The Ship's Crew
I am developing an obsession with the crew. Their lives seem substantial imbued with arc compared to the leisurely routines of the guests. Beneath their smiles and courteous nods, there is the aggravation and frustration of working life. There must be.
Every time we bring Greta out, the Filipino crewmembers crowd around, say hello and smile at our daughter. We strike up conversation. Invariably, each Filipino crewmember has three or four children they haven't seen in six months and will not see for another two. They will only tell you this if you ask, and they do their best not to seem sad. When Laura was getting back onboard in Hawaii, she saw the Filipino crew crowded around pay phones, calling cards in hand, waiting to talked to loved ones.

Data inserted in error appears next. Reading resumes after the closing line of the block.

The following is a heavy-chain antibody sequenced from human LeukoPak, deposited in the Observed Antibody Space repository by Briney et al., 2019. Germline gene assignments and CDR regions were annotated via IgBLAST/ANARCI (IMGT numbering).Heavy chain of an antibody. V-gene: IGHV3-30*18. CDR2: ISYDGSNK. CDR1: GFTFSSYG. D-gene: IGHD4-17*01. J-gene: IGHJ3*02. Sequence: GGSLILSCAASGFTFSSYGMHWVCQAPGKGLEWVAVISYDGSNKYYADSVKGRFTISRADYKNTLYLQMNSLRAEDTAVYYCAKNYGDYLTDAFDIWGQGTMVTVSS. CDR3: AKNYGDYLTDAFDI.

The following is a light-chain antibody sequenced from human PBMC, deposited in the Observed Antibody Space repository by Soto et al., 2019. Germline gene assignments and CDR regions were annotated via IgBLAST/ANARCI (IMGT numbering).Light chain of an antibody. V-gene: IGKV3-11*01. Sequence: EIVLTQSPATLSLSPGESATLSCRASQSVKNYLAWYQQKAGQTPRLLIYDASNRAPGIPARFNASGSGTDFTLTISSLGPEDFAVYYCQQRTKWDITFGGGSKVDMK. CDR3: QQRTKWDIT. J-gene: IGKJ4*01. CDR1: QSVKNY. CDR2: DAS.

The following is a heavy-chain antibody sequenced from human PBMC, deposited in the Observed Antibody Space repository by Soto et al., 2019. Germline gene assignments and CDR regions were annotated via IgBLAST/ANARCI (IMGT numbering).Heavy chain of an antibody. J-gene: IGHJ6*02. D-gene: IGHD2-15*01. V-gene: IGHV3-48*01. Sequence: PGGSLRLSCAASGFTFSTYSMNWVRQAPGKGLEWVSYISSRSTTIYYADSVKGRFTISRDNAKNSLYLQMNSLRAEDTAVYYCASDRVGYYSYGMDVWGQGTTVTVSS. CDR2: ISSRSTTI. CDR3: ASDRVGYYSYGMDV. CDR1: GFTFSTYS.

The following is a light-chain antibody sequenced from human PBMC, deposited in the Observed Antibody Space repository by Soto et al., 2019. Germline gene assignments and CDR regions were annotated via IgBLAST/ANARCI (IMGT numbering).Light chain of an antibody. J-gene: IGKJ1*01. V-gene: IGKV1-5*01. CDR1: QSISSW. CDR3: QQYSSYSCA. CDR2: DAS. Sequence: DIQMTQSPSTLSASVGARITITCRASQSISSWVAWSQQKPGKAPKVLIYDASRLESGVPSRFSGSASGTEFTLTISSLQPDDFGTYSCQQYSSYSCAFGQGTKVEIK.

The crew is packed into the lower decks. Only their top floor--the fourth--has a button on the elevator. It says "crew only." I am told that they have their own restaurant and also their own bar. This has become the only bar on the ship that I want to drink at. A beer goes down well enough after a morning of bridge and an afternoon by the pool. But this beer pales in satisfaction with a beer earned by a day of vacuuming, delivering room service, picking up socks and making beds, or changing an oil filter on the engine, or studying navigation charts and relaying messages to the Chinese Coast Guard. Life is being lived down there.
I overheard two room stewards talking in the hallway. There is a staff toga party coming up. I don't know when, and I don't know where. But I plan on finding out.